‘We drove 10 hours’: Hundreds gather for Grand Rapids Walk to End Alzheimer’s
It is the first year that Ann Rubin and her family go not in support but in memory of their mother.
GRAND RAPIDS, Michigan – The gentle hills of Ah-Nab-Awen Park are covered in blue, orange, purple, and yellow pinwheel flowers. Each represents a journey in relation to Alzheimer’s disease.
The park is home to hundreds for the Walk to End Alzheimer’s. The annual walk brings people together to raise funds and funds to research a cure and to provide support from the Alzheimer’s Association.
Alzheimer’s affects more than 6 million Americans, and according to the Alzheimer’s Association, that number will more than double by 2050.
Ann Rubin drove up from Minneapolis to attend, and her brother Jeff was from Connecticut. Her family has taken the last six hikes and helped her mother Carolyn fight the disease. This year they ran in her memory.
“We always knew there would come a year when we would have to choose Lila,” says Ann as tears fill her eyes. Purple flowers represent a lost loved one. She hands her father Howard one that reads “Carolyn, for my love, I love you”. Ann’s flower simply says “Mom”. Howard and Carolyn would have celebrated their 60th wedding anniversary this year.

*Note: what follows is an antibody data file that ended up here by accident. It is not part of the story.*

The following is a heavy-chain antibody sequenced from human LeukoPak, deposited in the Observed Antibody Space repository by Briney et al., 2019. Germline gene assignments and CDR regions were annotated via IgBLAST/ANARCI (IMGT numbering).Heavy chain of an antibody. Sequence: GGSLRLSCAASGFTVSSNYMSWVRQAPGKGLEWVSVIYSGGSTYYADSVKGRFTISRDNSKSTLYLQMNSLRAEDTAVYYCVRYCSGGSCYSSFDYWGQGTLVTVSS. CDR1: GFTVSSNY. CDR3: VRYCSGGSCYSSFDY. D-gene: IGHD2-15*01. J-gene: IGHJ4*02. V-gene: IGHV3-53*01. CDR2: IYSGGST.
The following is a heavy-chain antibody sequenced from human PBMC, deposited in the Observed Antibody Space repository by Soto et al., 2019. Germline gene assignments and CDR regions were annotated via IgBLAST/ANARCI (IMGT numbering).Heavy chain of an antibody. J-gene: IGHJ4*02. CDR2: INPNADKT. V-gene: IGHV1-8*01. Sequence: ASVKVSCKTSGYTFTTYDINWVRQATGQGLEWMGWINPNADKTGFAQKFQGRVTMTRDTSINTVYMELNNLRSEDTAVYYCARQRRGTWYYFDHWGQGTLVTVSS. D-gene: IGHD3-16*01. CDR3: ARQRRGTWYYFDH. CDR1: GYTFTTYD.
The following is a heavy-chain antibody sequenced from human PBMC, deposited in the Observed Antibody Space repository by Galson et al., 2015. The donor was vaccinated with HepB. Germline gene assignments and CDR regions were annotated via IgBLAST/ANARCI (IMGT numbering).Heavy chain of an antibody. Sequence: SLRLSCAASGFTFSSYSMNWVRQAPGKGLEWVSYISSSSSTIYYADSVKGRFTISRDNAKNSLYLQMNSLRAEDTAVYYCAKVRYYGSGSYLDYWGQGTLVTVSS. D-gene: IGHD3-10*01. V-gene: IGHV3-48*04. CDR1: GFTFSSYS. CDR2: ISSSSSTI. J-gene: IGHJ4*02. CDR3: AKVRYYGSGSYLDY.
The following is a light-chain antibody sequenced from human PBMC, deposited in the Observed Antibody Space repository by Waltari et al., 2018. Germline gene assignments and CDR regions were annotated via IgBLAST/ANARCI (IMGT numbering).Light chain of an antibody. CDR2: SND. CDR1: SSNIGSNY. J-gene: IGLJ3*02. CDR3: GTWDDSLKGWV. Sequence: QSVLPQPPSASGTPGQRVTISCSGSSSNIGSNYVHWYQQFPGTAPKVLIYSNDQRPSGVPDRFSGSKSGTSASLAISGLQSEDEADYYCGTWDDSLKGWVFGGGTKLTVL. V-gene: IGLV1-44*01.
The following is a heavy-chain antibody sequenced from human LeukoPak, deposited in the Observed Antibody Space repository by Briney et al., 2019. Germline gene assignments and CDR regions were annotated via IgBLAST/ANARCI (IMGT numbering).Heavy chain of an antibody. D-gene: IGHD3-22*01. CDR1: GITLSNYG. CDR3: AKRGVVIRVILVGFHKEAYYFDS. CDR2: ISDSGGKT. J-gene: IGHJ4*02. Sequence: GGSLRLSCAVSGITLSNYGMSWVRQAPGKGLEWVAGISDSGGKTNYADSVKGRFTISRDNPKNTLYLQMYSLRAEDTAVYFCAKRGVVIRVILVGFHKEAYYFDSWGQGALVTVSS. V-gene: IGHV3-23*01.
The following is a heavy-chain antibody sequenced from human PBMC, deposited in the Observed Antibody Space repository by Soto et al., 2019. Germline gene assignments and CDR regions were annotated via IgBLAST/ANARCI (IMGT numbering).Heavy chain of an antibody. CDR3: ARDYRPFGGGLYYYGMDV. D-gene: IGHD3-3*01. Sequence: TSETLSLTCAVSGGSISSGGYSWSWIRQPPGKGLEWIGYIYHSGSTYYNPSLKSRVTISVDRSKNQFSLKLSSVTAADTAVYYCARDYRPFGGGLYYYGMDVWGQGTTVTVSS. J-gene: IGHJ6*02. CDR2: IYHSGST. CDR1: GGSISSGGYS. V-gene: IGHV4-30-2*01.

The Rubins raised more than $ 6,700, and the Grand Rapids Walk set a fundraising record for the year by exceeding the set target and raising more than $ 270,000.
This money enables research and support.
“Over 500 studies in 30 different countries,” said Elizabeth Stout, development director for the Greater Michigan Chapter of the Alzheimer’s Association. “Local self-help groups, local education, local engagement.”
Stout says the goal is to help at all stages of the battle against Alzheimer’s. The four colors of the flower garden represent those who have been diagnosed (blue), those with family or friends who are battling the disease (yellow), allies and supporters (orange), and those who have lost someone (purple). She says the goal is to one day add a white flower representing survivors of the disease.
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